Today we hit the 40 day mark of winter and hiked Mt. Tecumseh for the second time bringing our total to 38 peaks. We are both doing relatively well and my Lyme Disease seems to have giving us some breathing room.
Sitting here with Atticus by my side tonight, I realize just how lucky I am to have found such a wonderful companion. In the middle of this odyssey I sometimes forget just what we've undertaken. But perhaps that is for the best. Twenty years ago I ran the Boston Marathon. I was smart enough to keep my mind numb until I reached the 20 mile mark. This winter we are on a marathon of a different sort. And while I am doing my best to keep my mind numb to the big goal, and take it literally day by day and hike by hike, I also try to peek out on occasion to take note of this wondrous journey.
Each day brings new tests, wears us down a bit. The winds can be vengeful, sometimes the temperatures cruel. And yet I have the size to withstand much of what January has thrown at us. But then I look to my side to see this marvelous little creature and remind myself that he is but 20 lbs.
It's humbling to have such company and humbling to have such a friend.
After the 18 mile hike to and from Owl's Head on Saturday we got a late start on the 9.8 mile round trip to North and South Hancock. We were on the trail at 12:40 in the afternoon and within the first few miles we encountered others who were finishing for the day. Some looked at the two of us and suggested we may want to turn back because it was too late to start a hike in winter. A fellow we encountered posted on an internet site: "Ran into Tom & Atticus getting a late start. I hope his headlamp battery holds out."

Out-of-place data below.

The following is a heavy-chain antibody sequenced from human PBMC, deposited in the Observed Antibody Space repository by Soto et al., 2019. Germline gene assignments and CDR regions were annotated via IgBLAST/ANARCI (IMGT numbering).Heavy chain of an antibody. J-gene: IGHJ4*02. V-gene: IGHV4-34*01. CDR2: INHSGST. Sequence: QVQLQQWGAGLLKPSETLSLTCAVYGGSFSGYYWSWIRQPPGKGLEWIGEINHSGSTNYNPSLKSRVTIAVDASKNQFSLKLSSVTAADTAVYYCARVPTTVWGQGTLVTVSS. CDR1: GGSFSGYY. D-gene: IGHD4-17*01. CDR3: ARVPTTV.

It didn't take long to have the mountains to ourselves. While hiking along and alone in the glow of the afternoon sun I would occasionally look at my hiking partner and realize that he is game for nearly anything. He inspires me. When we got to the summit outlook he sat and soaked in the sun and the views while I took photo after photo. Then we were on our way down into the shadowy and cold col between North and South and then up the climb to South Hancock and glimpses of the sun again. The steep descent from South Hancock was easier with crampons on and before too long we were off the steeper portion of the hike and we started moving right along back towards our car and the Kancamagus and the setting sun.
Lately we’ve had good company for many of our hikes but Sunday’s hike was important to us because it was just Atticus and I again. There comes a time to bond again, just by ourselves. It felt wonderful to be out there with him.
A couple of days ago, while reading a speech made by Thomas Merton in Calcutta in 1968, I was moved by his words: “The deepest level of communication is not communication, but communion. It is wordless. It is beyond words, and it is beyond speech, and it is beyond concept. Not that we discover a new unity. We discover an older unity. We are already one. But we imagine that we are not. What we have to recover is our original unity. What we have to be is what we are.”
I know many people who are married or live together but few who seem to share the genuine experience of what Merton was talking about. When we hike as we did on the Hancocks yesterday, that’s exactly what this man and dog share. It’s a communion between man and beast, but more importantly between two friends. It’s far from the marriage I once pictured myself in but who am I to argue with a gift of such a splendid companion?
In our journeys with others this winter we have found some new friends and comfort in their company. Yet in the end it’s still about the two of us and on days like Sunday I remind myself to take note of these authentic experiences because they are the threads the fabric of a special odyssey are held together by.
We started out as two tired hikers and as always the mountains and the woods renewed us. During the last few miles of our hike we bounced along the trail in high spirits and playful interchanges. With the day waning I looked up to see the bruise colored Osceola’s and realized we were going to make it out before the sun set and this enlivened me even more.
I truly believe each mountain has lessons to teach, stories to tell, and on this one simple Sunday I was reminded again of the good company I keep. I was reminded of how grand it feels to be swallowed whole in these woods. And while “the deepest level of communication is not communication but communion,” I was reminded once again that communion isn’t just between two people. It is also found in the bonds between man an mountains, or better yet between man and dog and mountains.